By Christa J Koch
Everyone has fears, even a child. The difference between adults and
children is, an adult for the most part can express their fears. If the
threat beats out safety we are generally afraid. Childhood fears, like
adult fears are based on self-protection.
There are two basic categories of a child's fears. What
the Child Knows to be true, and What
the child doesn't know.
Ex. The last time your child visited the
pediatrician she had to get a shot. Outcome: The next time she visits the
doctor she may be clingy and cry. She remembers the pain and the hurt.
Ex. Your child goes to grandma's house for a visit. She likes to play with
grandma's cat. She walks up behind the cat to pet it. This startles the
cat and it scratches her. Outcome: She may become fearful of all cats. The
cat hurt her when she was just trying to pet it nicely.
These are just examples of fears your child knows. Ones she has
experienced first hand.
Child Doesn't Know:
A fear of the unknown is scary to a child because it is unpredictable.
Young children thrive on routine, repetition, and predictability. A fear
of the unknown can also come from something that is misunderstood.
Ex. When an adult enters a dark room they can become fearful because they
can imagine the danger that might live in the dark room. Whether it be an
over active imagination, or from watching to many Saturday night horror
movies on television. Either way it is still a reaction to the unknown/
Unpredictability of the situation. Now of course most young children do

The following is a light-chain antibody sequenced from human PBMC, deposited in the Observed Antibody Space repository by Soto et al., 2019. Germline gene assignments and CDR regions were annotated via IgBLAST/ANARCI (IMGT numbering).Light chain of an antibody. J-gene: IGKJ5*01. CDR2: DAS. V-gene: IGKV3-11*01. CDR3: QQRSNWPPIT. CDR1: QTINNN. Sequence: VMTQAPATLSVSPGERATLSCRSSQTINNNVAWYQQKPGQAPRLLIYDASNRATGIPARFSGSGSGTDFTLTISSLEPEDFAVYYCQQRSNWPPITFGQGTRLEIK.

not have the same imagination as an adult, but they too are reacting to
the unknown/ unpredictability.
Ex. A child my start to fear things that they have misunderstood. A big
one is, young children may develop a fear of the bathtub or toilet.
Usually this fear arises because she may fear that she will be rushed down
with the water. Now as an adult you might think this is silly. She
obviously can't be sucked down the drain. She's too big. You know this and
I know this, but this might not be a concept your child understands yet.
Fear is not all bad:
Fear is a necessary part of your child's development. After all, fear
provides your child with self-protection. Not all cats are friendly. A
dark room can be a dangerous place. Your child showing her fear is a sign
of mental development. Known fears require the use of memory. To fear the
pediatrician she would have to remember the last visit. Even the fear of
the bathtub drain shows she has enough intellect to imagine she might be
Helping your child
with their fears:
1. Reassure your child: "I know you
are afraid of the thunder. It is very loud. But it can't hurt you. It is
just a noise." Hold and sooth your child while using reassuring
Here are a few guidelines to follow when dealing with a fearful child.
2. Take your child's fears seriously!
They are real in her eyes!
3. Look at the situation from
your child's viewpoint. Suppose your child is afraid of a walking and
talking toy. She doesn't realize the toy is not alive. After all, the toy
is moving and talking. Children donít start to understand alive and
mechanical till there late preschool years.
4. Be patient with your child. Slowly
introduce and re-introduce fearful situations. Be sure to reassure her and
provide plenty of comfort and a safety zone if possible.
5. Don't try to jolly her out
of a fear by saying "you're not scared." She is scared! Saying
she isnít doesnít alleviate the fear. But it can make her feel bad
6. Don't try to force your
child to do something that frightens her. If she is afraid of dogs.
Forcing her to pet one will not break her fear. It could intensify it.
About the Author: Christa Koch is the
proud owner/developer of the website www.preschooleducation.com.
She has been teaching preschool children for over 13 years ,and has loved
every minute of it. Christa lives in Pennsylvania with her wonderful
husband Mike and daughter Haley.